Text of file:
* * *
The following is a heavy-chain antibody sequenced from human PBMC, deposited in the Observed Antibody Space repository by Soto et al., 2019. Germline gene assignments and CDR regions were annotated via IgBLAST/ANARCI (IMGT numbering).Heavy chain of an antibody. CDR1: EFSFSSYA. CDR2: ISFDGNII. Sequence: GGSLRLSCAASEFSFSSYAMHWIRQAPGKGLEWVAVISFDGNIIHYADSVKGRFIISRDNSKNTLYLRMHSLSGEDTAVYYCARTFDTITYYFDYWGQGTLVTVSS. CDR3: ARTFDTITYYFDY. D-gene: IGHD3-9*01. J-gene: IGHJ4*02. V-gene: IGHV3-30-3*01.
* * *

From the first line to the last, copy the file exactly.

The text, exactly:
The following is a heavy-chain antibody sequenced from human PBMC, deposited in the Observed Antibody Space repository by Soto et al., 2019. Germline gene assignments and CDR regions were annotated via IgBLAST/ANARCI (IMGT numbering).Heavy chain of an antibody. CDR1: EFSFSSYA. CDR2: ISFDGNII. Sequence: GGSLRLSCAASEFSFSSYAMHWIRQAPGKGLEWVAVISFDGNIIHYADSVKGRFIISRDNSKNTLYLRMHSLSGEDTAVYYCARTFDTITYYFDYWGQGTLVTVSS. CDR3: ARTFDTITYYFDY. D-gene: IGHD3-9*01. J-gene: IGHJ4*02. V-gene: IGHV3-30-3*01.